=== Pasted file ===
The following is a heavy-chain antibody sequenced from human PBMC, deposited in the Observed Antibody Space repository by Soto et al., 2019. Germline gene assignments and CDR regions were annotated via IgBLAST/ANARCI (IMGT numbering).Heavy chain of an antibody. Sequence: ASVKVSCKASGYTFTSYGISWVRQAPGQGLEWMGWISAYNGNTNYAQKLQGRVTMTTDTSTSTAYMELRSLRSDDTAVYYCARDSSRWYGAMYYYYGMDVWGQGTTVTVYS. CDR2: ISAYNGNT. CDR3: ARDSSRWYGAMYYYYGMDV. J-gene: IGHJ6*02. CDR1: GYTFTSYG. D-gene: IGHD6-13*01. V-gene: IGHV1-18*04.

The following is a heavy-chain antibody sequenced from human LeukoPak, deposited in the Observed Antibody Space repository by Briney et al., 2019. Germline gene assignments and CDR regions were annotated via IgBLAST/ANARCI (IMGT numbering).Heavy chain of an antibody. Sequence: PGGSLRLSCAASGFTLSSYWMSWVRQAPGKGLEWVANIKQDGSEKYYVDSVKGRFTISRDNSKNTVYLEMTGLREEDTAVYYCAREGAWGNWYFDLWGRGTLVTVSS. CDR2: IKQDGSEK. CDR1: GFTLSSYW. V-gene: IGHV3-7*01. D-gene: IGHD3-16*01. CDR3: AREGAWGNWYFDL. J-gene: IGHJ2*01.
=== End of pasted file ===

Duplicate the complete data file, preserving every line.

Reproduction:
The following is a heavy-chain antibody sequenced from human PBMC, deposited in the Observed Antibody Space repository by Soto et al., 2019. Germline gene assignments and CDR regions were annotated via IgBLAST/ANARCI (IMGT numbering).Heavy chain of an antibody. Sequence: ASVKVSCKASGYTFTSYGISWVRQAPGQGLEWMGWISAYNGNTNYAQKLQGRVTMTTDTSTSTAYMELRSLRSDDTAVYYCARDSSRWYGAMYYYYGMDVWGQGTTVTVYS. CDR2: ISAYNGNT. CDR3: ARDSSRWYGAMYYYYGMDV. J-gene: IGHJ6*02. CDR1: GYTFTSYG. D-gene: IGHD6-13*01. V-gene: IGHV1-18*04.

The following is a heavy-chain antibody sequenced from human LeukoPak, deposited in the Observed Antibody Space repository by Briney et al., 2019. Germline gene assignments and CDR regions were annotated via IgBLAST/ANARCI (IMGT numbering).Heavy chain of an antibody. Sequence: PGGSLRLSCAASGFTLSSYWMSWVRQAPGKGLEWVANIKQDGSEKYYVDSVKGRFTISRDNSKNTVYLEMTGLREEDTAVYYCAREGAWGNWYFDLWGRGTLVTVSS. CDR2: IKQDGSEK. CDR1: GFTLSSYW. V-gene: IGHV3-7*01. D-gene: IGHD3-16*01. CDR3: AREGAWGNWYFDL. J-gene: IGHJ2*01.